Clean no longer

"How's the collar, princess?"


The writer Michael Lind once used an analogy of Star Trek versus Star Wars as a way of highlighting the modern exaltation of barbarism in America. In Lind's view, Star Trek represented scientific achievement and rationalism, while Star Wars represented degenerative regression and romantic medievalism.

American science fiction once saw the future with optimism and hope. A future of technological advances and inclusive government. A future where, perhaps, some planetary Federation (a multi-ethnic America enlarged, basically) might send starships out on five year missions of peaceful exploration, rather than for conquest or profit. An enlightened future. A nice future.

It wasn't just science fiction that saw it this way. It was America itself, freed from the shackles of the evil empire (Great Britain) and the corrupt manipulative ways of the Old World. America embraced the Enlightenment values of Liberty, Social Development and Individual Rights, and it emerged from WW2 as number one in the world. Not an empire, like those awful European colonialists and their despotic monarchies, but a Great Force For Good, championing rights, liberty and happiness - the very values still touted by the Humanist movement today, which is to the Enlightenment what the Knights Templar once were to Christendom.

America was an Enlightenment regime. And science fiction, with its emphasis on science and progressiveness, was an Enlightenment, Humanist genre. At its core, anyway. This is why the hardcore SF cadre bemoan the 'sci-fi' proclivity with exploding spaceships. It's not enlightened. Or literary - which is to say, not aligned with serious bourgeois, enlightened values. It's also why Michael Lind hated Star Wars.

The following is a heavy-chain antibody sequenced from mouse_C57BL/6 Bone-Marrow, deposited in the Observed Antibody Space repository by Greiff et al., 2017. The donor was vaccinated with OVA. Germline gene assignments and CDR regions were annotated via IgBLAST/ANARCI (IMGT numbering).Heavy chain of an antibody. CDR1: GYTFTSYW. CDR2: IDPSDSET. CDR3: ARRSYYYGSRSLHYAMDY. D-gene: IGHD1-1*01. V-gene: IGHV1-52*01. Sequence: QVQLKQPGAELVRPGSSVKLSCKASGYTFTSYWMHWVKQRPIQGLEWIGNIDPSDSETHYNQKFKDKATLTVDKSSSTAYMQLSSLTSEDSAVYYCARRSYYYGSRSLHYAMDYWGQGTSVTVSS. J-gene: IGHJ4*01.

But America was not the only Enlightenment regime. The other one was the Soviet Union, and they too wanted to use science and reason to better the affairs of Man. Indeed, it was explicit in their literature. They sought to rationally plan society and engineer better, more rational citizens. America sought to change the world through revolutionary democracy. The USSR sought to do the same through revolutionary socialism. Two different ways of arriving at the same Enlightenment goals.

There remain many who still pine for the Soviet version - or at least the idealised version - but the game was up for the Soviet dream after Stalin's death. The admission of his crimes soured hopes of a Utopia and, in spite of the ongoing Cold War, it was only a matter of time before the Enlightenment dream was seen as deeply naive.

America's moment of disillusionment came soon after, with the Vietnam war. The idea that a rational regime, created through revolution with the aim of transforming humanity, could end up committing the same crimes against humanity that the old European empires were guilty of, was a heavy blow to the hope of intellectuals. It was the beginning of a long decline that would eventually see the USSR collapse and the USA vilified as the evil empire it once sought to make obsolete.

Progressives used to laud America. Now they bemoan it.

To Michael Lind, Star Trek was the hope we should have stuck with, while Star Wars was a return to pre-enlightenment horrors like monarchy, slavery and elite knightly orders. Star Trek was clean. Star Wars was dirty.

But Star Wars was more popular by far. What did this say about cinema audiences, and the population at large? And what does this say about science fiction itself?

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